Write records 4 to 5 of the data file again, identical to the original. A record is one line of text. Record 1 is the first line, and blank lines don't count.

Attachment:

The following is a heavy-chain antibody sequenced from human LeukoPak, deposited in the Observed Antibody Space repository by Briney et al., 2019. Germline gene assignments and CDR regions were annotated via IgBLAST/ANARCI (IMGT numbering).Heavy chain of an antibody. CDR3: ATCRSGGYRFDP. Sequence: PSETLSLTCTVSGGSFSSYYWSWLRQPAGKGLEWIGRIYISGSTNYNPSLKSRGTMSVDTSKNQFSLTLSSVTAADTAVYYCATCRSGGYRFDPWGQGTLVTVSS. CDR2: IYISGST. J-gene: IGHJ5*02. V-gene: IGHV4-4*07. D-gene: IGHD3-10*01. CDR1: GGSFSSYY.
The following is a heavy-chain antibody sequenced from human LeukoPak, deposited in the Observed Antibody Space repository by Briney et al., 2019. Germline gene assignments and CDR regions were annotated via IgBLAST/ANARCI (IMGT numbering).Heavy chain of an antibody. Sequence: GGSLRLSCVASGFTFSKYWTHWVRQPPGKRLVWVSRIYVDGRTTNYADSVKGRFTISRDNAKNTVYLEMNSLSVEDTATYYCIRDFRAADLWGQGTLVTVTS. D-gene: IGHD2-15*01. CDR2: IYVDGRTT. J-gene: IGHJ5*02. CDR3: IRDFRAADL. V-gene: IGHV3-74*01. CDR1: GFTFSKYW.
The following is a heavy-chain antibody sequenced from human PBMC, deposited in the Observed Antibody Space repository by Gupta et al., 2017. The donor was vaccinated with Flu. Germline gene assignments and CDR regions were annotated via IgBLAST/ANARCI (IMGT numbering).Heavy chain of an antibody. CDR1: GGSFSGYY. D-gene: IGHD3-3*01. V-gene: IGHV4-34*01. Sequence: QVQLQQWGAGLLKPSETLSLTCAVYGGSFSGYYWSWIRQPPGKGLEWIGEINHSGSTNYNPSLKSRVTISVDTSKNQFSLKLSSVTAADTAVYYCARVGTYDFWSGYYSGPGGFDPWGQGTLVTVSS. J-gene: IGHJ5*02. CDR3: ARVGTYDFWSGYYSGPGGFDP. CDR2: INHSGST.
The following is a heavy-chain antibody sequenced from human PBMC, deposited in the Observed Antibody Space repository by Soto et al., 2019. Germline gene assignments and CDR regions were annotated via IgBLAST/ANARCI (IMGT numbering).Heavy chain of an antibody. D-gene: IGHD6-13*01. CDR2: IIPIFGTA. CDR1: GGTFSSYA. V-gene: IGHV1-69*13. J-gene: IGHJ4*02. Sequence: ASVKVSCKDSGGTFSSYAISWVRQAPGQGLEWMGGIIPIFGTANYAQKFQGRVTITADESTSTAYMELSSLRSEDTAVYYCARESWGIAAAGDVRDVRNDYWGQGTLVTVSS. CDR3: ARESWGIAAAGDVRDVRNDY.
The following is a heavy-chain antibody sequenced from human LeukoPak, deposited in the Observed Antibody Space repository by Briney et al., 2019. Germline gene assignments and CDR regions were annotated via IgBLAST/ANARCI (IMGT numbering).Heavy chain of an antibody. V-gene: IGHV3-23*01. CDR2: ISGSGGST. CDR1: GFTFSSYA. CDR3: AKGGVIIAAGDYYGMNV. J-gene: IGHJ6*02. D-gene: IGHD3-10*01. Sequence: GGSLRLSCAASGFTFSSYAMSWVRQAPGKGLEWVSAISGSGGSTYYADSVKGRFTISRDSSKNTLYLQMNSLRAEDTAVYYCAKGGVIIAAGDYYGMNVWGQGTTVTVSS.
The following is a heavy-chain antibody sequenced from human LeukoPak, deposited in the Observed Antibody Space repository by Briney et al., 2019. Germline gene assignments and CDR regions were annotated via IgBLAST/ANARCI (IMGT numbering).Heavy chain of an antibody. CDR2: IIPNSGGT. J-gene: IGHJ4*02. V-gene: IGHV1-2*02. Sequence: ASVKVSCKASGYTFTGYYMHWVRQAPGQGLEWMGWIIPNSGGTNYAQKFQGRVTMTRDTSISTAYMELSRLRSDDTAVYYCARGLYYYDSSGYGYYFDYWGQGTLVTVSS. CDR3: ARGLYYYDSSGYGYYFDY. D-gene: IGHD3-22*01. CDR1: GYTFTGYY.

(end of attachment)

The following is a heavy-chain antibody sequenced from human PBMC, deposited in the Observed Antibody Space repository by Soto et al., 2019. Germline gene assignments and CDR regions were annotated via IgBLAST/ANARCI (IMGT numbering).Heavy chain of an antibody. D-gene: IGHD6-13*01. CDR2: IIPIFGTA. CDR1: GGTFSSYA. V-gene: IGHV1-69*13. J-gene: IGHJ4*02. Sequence: ASVKVSCKDSGGTFSSYAISWVRQAPGQGLEWMGGIIPIFGTANYAQKFQGRVTITADESTSTAYMELSSLRSEDTAVYYCARESWGIAAAGDVRDVRNDYWGQGTLVTVSS. CDR3: ARESWGIAAAGDVRDVRNDY.
The following is a heavy-chain antibody sequenced from human LeukoPak, deposited in the Observed Antibody Space repository by Briney et al., 2019. Germline gene assignments and CDR regions were annotated via IgBLAST/ANARCI (IMGT numbering).Heavy chain of an antibody. V-gene: IGHV3-23*01. CDR2: ISGSGGST. CDR1: GFTFSSYA. CDR3: AKGGVIIAAGDYYGMNV. J-gene: IGHJ6*02. D-gene: IGHD3-10*01. Sequence: GGSLRLSCAASGFTFSSYAMSWVRQAPGKGLEWVSAISGSGGSTYYADSVKGRFTISRDSSKNTLYLQMNSLRAEDTAVYYCAKGGVIIAAGDYYGMNVWGQGTTVTVSS.